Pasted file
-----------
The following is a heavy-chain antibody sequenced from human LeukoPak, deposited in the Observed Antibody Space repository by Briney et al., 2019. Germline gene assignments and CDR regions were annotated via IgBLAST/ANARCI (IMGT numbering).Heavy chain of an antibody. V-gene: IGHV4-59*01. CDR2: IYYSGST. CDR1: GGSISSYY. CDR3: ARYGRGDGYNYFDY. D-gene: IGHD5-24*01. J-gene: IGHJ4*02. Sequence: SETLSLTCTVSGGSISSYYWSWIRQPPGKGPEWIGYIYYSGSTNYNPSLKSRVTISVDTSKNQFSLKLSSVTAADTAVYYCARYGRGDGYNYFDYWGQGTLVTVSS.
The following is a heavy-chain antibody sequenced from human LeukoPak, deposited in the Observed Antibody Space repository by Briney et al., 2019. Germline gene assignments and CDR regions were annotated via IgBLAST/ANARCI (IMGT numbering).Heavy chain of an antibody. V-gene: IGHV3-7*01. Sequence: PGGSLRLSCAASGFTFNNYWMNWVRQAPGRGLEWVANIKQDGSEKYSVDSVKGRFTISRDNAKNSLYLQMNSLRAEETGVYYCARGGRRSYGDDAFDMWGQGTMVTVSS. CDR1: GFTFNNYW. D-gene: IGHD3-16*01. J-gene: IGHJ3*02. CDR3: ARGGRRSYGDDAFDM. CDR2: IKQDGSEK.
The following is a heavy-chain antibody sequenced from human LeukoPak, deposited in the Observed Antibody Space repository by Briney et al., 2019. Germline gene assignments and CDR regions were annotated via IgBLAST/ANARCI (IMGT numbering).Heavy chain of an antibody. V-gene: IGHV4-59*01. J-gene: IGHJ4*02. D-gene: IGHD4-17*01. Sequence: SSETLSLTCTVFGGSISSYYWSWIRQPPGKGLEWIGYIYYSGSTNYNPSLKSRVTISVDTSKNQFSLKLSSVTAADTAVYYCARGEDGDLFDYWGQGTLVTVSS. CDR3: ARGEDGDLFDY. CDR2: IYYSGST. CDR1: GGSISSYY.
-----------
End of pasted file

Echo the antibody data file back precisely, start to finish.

The following is a heavy-chain antibody sequenced from human LeukoPak, deposited in the Observed Antibody Space repository by Briney et al., 2019. Germline gene assignments and CDR regions were annotated via IgBLAST/ANARCI (IMGT numbering).Heavy chain of an antibody. V-gene: IGHV4-59*01. CDR2: IYYSGST. CDR1: GGSISSYY. CDR3: ARYGRGDGYNYFDY. D-gene: IGHD5-24*01. J-gene: IGHJ4*02. Sequence: SETLSLTCTVSGGSISSYYWSWIRQPPGKGPEWIGYIYYSGSTNYNPSLKSRVTISVDTSKNQFSLKLSSVTAADTAVYYCARYGRGDGYNYFDYWGQGTLVTVSS.
The following is a heavy-chain antibody sequenced from human LeukoPak, deposited in the Observed Antibody Space repository by Briney et al., 2019. Germline gene assignments and CDR regions were annotated via IgBLAST/ANARCI (IMGT numbering).Heavy chain of an antibody. V-gene: IGHV3-7*01. Sequence: PGGSLRLSCAASGFTFNNYWMNWVRQAPGRGLEWVANIKQDGSEKYSVDSVKGRFTISRDNAKNSLYLQMNSLRAEETGVYYCARGGRRSYGDDAFDMWGQGTMVTVSS. CDR1: GFTFNNYW. D-gene: IGHD3-16*01. J-gene: IGHJ3*02. CDR3: ARGGRRSYGDDAFDM. CDR2: IKQDGSEK.
The following is a heavy-chain antibody sequenced from human LeukoPak, deposited in the Observed Antibody Space repository by Briney et al., 2019. Germline gene assignments and CDR regions were annotated via IgBLAST/ANARCI (IMGT numbering).Heavy chain of an antibody. V-gene: IGHV4-59*01. J-gene: IGHJ4*02. D-gene: IGHD4-17*01. Sequence: SSETLSLTCTVFGGSISSYYWSWIRQPPGKGLEWIGYIYYSGSTNYNPSLKSRVTISVDTSKNQFSLKLSSVTAADTAVYYCARGEDGDLFDYWGQGTLVTVSS. CDR3: ARGEDGDLFDY. CDR2: IYYSGST. CDR1: GGSISSYY.